An older man and teenage woman team to original and compelling effect in “The Weakness of the Bolshevik,” the feature debut of Manuel Martin Cuenca, known for docu “The Cuban Game.” This superbly helmed and played parable of moral breakdown and recovery maintains a trembling tension, built on the script’s avoidance of the obvious, that’s let down only by a weak conclusion. Featuring another first-class perf by Luis Tosar (“Mondays in the Sun”) and a charismatic new face in Maria Valverde, “Weakness” has the strength, if handled correctly, to create as much offshore interest as any Spanish debut this year.
Attitude-heavy Pablo (Tosar), a Madrid banker in his 30s, has more chips on his shoulder than brain cells. He runs into rich, snobbish Sonsoles (Mar Regueras) in a traffic jam but his attraction for her vanishes when he finds out she’s put in a claim for injuries.
Bored with life, Pablo decides to play mind games with Sonsoles. He follows her to a school where she picks up her 15-year-old sister, Maria (Valverde). After Pablo makes anonymous dirty calls to Sonsoles, the latter asks a cop friend, Alfredo (Jordi Dauder), for help. So Pablo decides to trail Maria.
One of pic’s strengths is that the viewer is never quite sure about Pablo’s motives –he isn’t either. After meeting with Maria in a park and pretending to be a police officer, he’s disarmed by her feisty attitude and becomes obsessed by her. He abandons his duties at work and ignores a colleague, Eva (Nathalie Poza), with whom he’s been having casual sex.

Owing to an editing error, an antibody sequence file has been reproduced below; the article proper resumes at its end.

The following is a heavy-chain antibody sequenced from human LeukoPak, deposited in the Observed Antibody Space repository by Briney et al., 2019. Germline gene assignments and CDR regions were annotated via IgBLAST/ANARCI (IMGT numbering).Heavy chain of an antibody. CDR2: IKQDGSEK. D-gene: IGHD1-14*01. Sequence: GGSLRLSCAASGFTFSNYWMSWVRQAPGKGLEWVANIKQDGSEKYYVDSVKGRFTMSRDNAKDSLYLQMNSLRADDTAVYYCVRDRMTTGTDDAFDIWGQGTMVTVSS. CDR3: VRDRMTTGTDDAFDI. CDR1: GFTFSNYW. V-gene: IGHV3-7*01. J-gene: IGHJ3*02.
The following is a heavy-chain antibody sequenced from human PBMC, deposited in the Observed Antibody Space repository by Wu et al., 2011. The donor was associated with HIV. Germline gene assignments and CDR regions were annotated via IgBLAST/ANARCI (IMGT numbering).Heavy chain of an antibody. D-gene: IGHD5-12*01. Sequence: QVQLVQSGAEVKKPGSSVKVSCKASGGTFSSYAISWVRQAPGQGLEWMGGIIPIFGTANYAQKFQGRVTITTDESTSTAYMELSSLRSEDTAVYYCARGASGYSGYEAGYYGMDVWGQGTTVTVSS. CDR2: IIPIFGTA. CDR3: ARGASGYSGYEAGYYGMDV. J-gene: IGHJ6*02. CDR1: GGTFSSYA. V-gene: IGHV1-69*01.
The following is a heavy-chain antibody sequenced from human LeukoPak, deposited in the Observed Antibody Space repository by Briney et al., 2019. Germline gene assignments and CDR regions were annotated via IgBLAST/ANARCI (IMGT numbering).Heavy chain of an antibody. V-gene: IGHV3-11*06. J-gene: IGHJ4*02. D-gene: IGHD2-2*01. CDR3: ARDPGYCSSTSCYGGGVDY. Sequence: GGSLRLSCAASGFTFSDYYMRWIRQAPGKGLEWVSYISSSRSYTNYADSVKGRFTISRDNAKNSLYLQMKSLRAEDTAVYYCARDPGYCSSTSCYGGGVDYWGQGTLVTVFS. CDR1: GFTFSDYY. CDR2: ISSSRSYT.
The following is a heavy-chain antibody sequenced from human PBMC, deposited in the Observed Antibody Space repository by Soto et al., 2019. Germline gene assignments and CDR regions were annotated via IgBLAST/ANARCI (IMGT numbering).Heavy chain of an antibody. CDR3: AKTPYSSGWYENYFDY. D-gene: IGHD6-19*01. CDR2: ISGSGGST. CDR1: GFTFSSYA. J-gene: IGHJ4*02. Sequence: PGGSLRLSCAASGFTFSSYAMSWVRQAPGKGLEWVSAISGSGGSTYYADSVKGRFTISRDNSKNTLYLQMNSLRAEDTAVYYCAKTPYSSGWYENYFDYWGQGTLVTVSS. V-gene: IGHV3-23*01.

The cat-and-mouse buildup of the relationship is intelligently done, with much of pic’s central section a simple two-hander. Pablo is a peculiarly contempo figure, ruthless and ambitious but also insecure and bitter about the person his work has made him.
For her age, Maria is intelligent, streetwise and confident. There’s palpable sexual tension between her and Pablo, but what looks to be developing into an appalling tale of pedophilia quickly turns into a dangerous relationship between equals, each finding something needed in the other.
The offbeat, if sometimes overly languid, love story has Pablo desperately going in search of the innocence in Maria he feels he has sacrificed in his job. Tosar adds another variation to his standard gentle-hearted brute persona, his impassive features suggestive of turbulence beneath. Newcomer Valverde more than holds her own opposite him, managing to convince the viewer that Maria could actually have some interest in the older, physically unprepossessing Pablo.
Score by Roque Banos and Alfonso Parra’s lensing are suitably unobtrusive.